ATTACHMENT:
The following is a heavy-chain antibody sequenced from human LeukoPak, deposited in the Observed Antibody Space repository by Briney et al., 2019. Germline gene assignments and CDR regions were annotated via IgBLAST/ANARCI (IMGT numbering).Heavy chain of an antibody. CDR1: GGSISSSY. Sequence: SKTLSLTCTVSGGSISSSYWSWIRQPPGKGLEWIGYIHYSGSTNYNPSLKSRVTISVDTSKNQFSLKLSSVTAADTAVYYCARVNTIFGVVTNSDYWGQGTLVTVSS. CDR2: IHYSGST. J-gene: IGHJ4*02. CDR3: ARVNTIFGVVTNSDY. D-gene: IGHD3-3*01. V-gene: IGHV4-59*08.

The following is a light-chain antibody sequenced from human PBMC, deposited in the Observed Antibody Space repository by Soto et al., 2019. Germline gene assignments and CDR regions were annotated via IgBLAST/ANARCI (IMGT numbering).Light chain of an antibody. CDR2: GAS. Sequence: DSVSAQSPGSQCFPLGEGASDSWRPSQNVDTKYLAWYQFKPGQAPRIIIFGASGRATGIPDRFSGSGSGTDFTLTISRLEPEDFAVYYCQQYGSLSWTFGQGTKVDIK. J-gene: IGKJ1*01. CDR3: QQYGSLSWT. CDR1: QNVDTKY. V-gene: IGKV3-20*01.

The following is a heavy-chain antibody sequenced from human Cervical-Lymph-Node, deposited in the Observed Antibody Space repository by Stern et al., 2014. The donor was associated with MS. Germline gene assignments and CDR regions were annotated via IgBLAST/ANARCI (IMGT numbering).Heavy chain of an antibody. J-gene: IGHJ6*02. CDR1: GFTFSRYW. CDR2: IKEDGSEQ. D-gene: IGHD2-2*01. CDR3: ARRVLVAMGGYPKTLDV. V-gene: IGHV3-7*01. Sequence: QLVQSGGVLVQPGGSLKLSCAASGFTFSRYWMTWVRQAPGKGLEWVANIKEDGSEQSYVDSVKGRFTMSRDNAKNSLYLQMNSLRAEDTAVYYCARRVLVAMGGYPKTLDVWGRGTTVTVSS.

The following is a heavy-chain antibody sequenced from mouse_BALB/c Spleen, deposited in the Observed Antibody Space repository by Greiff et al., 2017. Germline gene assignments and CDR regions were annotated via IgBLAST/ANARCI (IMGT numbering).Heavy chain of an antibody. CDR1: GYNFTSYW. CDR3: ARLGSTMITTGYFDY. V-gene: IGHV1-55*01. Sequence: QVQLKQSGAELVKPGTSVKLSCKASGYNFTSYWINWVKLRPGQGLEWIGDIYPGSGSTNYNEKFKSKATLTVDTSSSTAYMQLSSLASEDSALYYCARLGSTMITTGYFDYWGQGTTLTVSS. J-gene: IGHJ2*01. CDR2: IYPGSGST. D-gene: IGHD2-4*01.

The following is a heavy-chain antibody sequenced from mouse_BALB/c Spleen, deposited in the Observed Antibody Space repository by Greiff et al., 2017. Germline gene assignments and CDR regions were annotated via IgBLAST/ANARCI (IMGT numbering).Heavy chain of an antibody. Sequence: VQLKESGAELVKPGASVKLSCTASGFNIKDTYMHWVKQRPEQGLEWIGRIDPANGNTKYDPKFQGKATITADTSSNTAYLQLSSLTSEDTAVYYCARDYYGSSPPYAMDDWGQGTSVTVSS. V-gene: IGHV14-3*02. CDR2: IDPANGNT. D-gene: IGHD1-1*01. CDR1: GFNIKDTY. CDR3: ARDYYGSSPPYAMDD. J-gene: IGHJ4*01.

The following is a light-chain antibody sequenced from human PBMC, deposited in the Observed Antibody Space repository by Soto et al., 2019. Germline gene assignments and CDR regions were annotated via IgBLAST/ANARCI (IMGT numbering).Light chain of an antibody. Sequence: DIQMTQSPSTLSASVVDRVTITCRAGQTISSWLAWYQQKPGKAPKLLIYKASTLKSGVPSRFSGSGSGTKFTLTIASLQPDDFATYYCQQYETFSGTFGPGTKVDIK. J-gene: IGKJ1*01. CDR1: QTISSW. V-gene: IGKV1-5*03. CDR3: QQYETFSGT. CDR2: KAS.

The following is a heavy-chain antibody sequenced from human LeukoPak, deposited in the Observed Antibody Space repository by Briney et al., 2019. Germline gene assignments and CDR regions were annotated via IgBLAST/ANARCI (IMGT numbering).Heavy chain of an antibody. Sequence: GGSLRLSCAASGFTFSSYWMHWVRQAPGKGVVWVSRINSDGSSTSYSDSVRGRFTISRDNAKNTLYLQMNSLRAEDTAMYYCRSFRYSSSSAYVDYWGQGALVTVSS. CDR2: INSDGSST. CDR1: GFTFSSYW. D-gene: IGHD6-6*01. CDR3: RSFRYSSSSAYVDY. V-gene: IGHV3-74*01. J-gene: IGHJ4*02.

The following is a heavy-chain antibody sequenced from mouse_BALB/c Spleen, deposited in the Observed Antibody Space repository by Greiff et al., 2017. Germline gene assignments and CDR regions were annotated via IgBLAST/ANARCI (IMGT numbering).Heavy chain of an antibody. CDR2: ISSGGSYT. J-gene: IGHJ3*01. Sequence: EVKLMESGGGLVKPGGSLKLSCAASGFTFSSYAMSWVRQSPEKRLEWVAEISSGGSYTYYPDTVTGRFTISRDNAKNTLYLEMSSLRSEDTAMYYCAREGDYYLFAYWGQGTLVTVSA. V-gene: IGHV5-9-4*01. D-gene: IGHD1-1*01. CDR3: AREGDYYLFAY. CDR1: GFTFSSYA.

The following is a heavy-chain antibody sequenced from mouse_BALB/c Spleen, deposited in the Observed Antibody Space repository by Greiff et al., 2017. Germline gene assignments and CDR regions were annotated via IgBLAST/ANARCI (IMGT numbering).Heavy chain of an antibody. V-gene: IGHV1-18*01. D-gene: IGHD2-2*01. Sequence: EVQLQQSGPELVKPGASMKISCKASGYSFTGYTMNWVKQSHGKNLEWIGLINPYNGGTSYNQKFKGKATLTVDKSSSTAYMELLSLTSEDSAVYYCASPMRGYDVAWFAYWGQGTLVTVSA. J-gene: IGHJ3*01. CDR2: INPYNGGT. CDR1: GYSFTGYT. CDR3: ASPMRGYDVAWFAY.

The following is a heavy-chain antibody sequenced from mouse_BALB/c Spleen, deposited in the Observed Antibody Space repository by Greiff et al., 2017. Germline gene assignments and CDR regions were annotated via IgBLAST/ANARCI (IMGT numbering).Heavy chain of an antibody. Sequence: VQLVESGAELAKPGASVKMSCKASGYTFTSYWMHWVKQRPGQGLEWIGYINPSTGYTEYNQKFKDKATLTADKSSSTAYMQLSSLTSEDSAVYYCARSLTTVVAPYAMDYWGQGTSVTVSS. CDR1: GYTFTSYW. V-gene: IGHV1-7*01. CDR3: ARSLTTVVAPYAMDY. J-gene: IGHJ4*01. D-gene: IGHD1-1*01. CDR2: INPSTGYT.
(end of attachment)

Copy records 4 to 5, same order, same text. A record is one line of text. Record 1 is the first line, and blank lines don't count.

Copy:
The following is a heavy-chain antibody sequenced from mouse_BALB/c Spleen, deposited in the Observed Antibody Space repository by Greiff et al., 2017. Germline gene assignments and CDR regions were annotated via IgBLAST/ANARCI (IMGT numbering).Heavy chain of an antibody. CDR1: GYNFTSYW. CDR3: ARLGSTMITTGYFDY. V-gene: IGHV1-55*01. Sequence: QVQLKQSGAELVKPGTSVKLSCKASGYNFTSYWINWVKLRPGQGLEWIGDIYPGSGSTNYNEKFKSKATLTVDTSSSTAYMQLSSLASEDSALYYCARLGSTMITTGYFDYWGQGTTLTVSS. J-gene: IGHJ2*01. CDR2: IYPGSGST. D-gene: IGHD2-4*01.

The following is a heavy-chain antibody sequenced from mouse_BALB/c Spleen, deposited in the Observed Antibody Space repository by Greiff et al., 2017. Germline gene assignments and CDR regions were annotated via IgBLAST/ANARCI (IMGT numbering).Heavy chain of an antibody. Sequence: VQLKESGAELVKPGASVKLSCTASGFNIKDTYMHWVKQRPEQGLEWIGRIDPANGNTKYDPKFQGKATITADTSSNTAYLQLSSLTSEDTAVYYCARDYYGSSPPYAMDDWGQGTSVTVSS. V-gene: IGHV14-3*02. CDR2: IDPANGNT. D-gene: IGHD1-1*01. CDR1: GFNIKDTY. CDR3: ARDYYGSSPPYAMDD. J-gene: IGHJ4*01.